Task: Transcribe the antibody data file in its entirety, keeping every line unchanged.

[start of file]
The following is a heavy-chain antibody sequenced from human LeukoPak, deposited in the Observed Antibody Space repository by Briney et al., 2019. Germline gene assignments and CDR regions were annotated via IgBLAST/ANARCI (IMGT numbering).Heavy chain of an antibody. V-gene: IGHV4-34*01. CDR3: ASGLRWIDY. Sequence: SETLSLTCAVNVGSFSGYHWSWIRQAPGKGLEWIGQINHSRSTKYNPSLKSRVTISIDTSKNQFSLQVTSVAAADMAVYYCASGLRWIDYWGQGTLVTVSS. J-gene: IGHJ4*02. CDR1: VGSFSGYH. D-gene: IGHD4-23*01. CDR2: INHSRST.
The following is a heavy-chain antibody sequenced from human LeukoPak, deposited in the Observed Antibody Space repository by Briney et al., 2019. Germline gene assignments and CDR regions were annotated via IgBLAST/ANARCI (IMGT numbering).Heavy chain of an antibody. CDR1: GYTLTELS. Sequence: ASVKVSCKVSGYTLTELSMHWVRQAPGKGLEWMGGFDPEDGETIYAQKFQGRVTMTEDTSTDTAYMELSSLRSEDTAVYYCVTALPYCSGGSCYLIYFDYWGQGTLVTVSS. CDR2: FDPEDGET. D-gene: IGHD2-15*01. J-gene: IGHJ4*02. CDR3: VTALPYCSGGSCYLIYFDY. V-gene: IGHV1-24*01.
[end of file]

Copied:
The following is a heavy-chain antibody sequenced from human LeukoPak, deposited in the Observed Antibody Space repository by Briney et al., 2019. Germline gene assignments and CDR regions were annotated via IgBLAST/ANARCI (IMGT numbering).Heavy chain of an antibody. V-gene: IGHV4-34*01. CDR3: ASGLRWIDY. Sequence: SETLSLTCAVNVGSFSGYHWSWIRQAPGKGLEWIGQINHSRSTKYNPSLKSRVTISIDTSKNQFSLQVTSVAAADMAVYYCASGLRWIDYWGQGTLVTVSS. J-gene: IGHJ4*02. CDR1: VGSFSGYH. D-gene: IGHD4-23*01. CDR2: INHSRST.
The following is a heavy-chain antibody sequenced from human LeukoPak, deposited in the Observed Antibody Space repository by Briney et al., 2019. Germline gene assignments and CDR regions were annotated via IgBLAST/ANARCI (IMGT numbering).Heavy chain of an antibody. CDR1: GYTLTELS. Sequence: ASVKVSCKVSGYTLTELSMHWVRQAPGKGLEWMGGFDPEDGETIYAQKFQGRVTMTEDTSTDTAYMELSSLRSEDTAVYYCVTALPYCSGGSCYLIYFDYWGQGTLVTVSS. CDR2: FDPEDGET. D-gene: IGHD2-15*01. J-gene: IGHJ4*02. CDR3: VTALPYCSGGSCYLIYFDY. V-gene: IGHV1-24*01.